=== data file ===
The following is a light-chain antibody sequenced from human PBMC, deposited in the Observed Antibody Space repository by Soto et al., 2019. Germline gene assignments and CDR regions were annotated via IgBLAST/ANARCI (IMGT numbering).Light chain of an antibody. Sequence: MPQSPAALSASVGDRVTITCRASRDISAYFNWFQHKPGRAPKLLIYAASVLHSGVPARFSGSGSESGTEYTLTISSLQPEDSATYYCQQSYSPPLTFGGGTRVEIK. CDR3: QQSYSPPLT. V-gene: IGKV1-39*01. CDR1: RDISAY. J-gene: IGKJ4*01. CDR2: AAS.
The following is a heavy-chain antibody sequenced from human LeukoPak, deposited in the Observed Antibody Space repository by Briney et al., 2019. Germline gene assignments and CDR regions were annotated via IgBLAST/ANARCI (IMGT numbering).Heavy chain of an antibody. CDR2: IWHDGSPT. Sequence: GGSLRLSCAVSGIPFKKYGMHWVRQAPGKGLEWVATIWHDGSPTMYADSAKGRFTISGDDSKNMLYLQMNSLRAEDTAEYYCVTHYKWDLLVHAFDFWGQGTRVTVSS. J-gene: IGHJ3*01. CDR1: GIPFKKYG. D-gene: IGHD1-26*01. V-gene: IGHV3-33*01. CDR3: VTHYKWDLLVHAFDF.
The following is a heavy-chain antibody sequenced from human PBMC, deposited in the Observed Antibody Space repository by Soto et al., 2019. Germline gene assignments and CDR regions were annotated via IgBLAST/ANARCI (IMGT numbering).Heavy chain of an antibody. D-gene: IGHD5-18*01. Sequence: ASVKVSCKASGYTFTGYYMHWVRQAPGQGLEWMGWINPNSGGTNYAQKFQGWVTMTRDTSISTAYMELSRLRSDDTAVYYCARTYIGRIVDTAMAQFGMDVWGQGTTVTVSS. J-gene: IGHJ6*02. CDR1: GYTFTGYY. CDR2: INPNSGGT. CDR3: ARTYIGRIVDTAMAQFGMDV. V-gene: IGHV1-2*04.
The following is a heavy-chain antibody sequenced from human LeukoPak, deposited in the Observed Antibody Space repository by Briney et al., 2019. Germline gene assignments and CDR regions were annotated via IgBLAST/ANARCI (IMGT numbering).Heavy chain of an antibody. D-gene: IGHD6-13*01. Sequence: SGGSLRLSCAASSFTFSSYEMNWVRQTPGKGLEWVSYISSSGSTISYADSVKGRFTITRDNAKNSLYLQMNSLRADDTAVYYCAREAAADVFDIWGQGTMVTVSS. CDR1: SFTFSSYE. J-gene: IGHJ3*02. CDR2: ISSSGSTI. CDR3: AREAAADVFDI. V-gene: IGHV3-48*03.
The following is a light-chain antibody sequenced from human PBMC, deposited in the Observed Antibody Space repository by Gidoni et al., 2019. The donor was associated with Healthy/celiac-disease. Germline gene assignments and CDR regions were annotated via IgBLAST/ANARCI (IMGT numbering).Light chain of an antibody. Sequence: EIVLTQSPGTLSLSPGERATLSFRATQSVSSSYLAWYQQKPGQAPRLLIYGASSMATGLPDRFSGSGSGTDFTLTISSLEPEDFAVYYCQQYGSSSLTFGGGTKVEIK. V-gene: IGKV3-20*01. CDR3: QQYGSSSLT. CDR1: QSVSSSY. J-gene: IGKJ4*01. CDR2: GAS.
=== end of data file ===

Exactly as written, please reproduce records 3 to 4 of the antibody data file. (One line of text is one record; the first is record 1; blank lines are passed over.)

The following is a heavy-chain antibody sequenced from human PBMC, deposited in the Observed Antibody Space repository by Soto et al., 2019. Germline gene assignments and CDR regions were annotated via IgBLAST/ANARCI (IMGT numbering).Heavy chain of an antibody. D-gene: IGHD5-18*01. Sequence: ASVKVSCKASGYTFTGYYMHWVRQAPGQGLEWMGWINPNSGGTNYAQKFQGWVTMTRDTSISTAYMELSRLRSDDTAVYYCARTYIGRIVDTAMAQFGMDVWGQGTTVTVSS. J-gene: IGHJ6*02. CDR1: GYTFTGYY. CDR2: INPNSGGT. CDR3: ARTYIGRIVDTAMAQFGMDV. V-gene: IGHV1-2*04.
The following is a heavy-chain antibody sequenced from human LeukoPak, deposited in the Observed Antibody Space repository by Briney et al., 2019. Germline gene assignments and CDR regions were annotated via IgBLAST/ANARCI (IMGT numbering).Heavy chain of an antibody. D-gene: IGHD6-13*01. Sequence: SGGSLRLSCAASSFTFSSYEMNWVRQTPGKGLEWVSYISSSGSTISYADSVKGRFTITRDNAKNSLYLQMNSLRADDTAVYYCAREAAADVFDIWGQGTMVTVSS. CDR1: SFTFSSYE. J-gene: IGHJ3*02. CDR2: ISSSGSTI. CDR3: AREAAADVFDI. V-gene: IGHV3-48*03.